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As you will have already noticed, we've been placing an increased focus on the subject of UK road safety over the past few days, in order to help spread the message about Road Safety Week. In Northampton, a primary school has also been getting involved in this week's activities, by breaking the world record for the number of high visibility vests worn in one place. More than 1,500 people, including the pupils at the school, crammed onto the school yard in order to smash the previous record of 1,475 people, setting the bar for the next group of people looking to take on the challenge.

While the main aim of the day was to aid the promotion of Road Safety Week, it was also an opportunity for staff, pupils and local residents to pay tribute to one of their former pupils. 13 year old Sophie Bywaters was tragically killed whilst crossing the road upon returning from a youth club back  in 2009, an accident made even more heartbreaking by it's preventable nature. Members of the local police as well as the fire and rescue service were also in attendance at the event, not only to aid in the record attempt, but also to give various presentations on road safety. A number of informative activities took place later that day, including a road safety signage competition for students, with the winning designs being chosen for use on international infrastructure group Balfour Beatty's sites. There were also live demonstrations with safety vehicles and fire safety appliances, in order to aid the illustration of vehicle blind spots and proper safety procedure.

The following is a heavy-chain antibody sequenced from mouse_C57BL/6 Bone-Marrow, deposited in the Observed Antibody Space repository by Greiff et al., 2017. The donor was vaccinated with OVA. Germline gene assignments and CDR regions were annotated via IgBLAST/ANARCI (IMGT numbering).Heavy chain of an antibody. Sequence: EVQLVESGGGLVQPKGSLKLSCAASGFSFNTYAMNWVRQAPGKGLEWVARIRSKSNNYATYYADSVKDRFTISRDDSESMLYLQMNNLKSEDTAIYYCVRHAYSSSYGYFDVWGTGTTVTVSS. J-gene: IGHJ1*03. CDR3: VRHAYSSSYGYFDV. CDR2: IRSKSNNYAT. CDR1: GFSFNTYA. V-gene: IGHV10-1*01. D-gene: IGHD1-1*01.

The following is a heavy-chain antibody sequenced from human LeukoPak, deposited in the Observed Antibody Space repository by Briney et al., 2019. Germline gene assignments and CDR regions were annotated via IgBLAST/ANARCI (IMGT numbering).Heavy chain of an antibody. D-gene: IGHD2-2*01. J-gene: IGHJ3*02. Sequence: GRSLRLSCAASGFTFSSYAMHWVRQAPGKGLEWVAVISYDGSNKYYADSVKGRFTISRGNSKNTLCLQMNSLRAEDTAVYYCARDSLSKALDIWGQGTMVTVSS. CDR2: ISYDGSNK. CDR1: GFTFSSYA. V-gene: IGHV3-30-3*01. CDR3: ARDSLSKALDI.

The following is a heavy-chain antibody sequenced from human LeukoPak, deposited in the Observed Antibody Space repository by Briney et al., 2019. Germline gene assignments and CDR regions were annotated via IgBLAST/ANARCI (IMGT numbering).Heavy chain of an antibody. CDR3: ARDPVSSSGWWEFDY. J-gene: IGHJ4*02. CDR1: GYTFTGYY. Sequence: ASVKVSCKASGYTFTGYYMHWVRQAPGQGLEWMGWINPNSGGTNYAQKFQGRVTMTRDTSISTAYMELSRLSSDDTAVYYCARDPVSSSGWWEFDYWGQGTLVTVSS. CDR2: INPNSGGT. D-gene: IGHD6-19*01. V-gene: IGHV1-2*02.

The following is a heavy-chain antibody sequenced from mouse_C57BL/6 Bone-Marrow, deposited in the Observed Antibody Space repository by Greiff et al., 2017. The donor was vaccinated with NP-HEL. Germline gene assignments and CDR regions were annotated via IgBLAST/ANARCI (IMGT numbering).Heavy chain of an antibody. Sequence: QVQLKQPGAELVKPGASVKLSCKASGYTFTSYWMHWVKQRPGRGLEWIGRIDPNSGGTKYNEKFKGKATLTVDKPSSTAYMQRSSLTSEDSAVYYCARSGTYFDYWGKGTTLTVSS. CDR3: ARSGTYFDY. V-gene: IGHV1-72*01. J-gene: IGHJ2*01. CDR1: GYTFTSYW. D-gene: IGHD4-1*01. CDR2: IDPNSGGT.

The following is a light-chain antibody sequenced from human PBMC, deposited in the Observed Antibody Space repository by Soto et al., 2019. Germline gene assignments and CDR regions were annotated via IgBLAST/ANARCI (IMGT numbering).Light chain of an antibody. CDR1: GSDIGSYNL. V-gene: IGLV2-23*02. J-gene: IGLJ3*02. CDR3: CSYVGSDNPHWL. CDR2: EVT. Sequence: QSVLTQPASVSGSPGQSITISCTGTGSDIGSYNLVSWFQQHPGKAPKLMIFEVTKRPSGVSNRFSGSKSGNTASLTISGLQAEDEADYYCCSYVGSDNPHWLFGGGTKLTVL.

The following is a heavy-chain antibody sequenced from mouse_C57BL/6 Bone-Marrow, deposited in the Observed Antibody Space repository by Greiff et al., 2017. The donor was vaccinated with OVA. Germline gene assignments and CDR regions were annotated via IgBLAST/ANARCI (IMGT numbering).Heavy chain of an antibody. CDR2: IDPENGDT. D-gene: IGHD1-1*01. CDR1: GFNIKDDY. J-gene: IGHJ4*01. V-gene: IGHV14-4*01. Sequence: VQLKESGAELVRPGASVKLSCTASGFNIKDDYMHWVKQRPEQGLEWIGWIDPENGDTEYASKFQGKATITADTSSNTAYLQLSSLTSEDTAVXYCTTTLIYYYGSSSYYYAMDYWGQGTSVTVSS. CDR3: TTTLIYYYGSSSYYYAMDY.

It's extremely inspirational to see how this school has managed to encourage interest in the topic of health and safety, by presenting the information in a fun and engaging fashion. It is vitally important that we inform the most vulnerable members in our society about these issues, and ensure that they are fully aware of the safety procedures that should be followed at school, at home and on the roads. This comes from providing good quality and easy-to-read information, in the form of engaging activities such as this one, and of course in the form of good quality safety signs. 

To find out more about Road Safety Week, visit the Brake website.

  To browse our range of high quality health and safety signs, click here.

Label Source supply an extensive range of labels for use in recording maintenance of equipment, plant and machinery, which are relevant for whichever type of maintenance system adopted. The ranges include our maintenance labels, maintenance tags, aluminium foil labels, write and seal labels, and equipment status labels and tags. Also, many others are produced to customer specification to include company information and inspection criteria.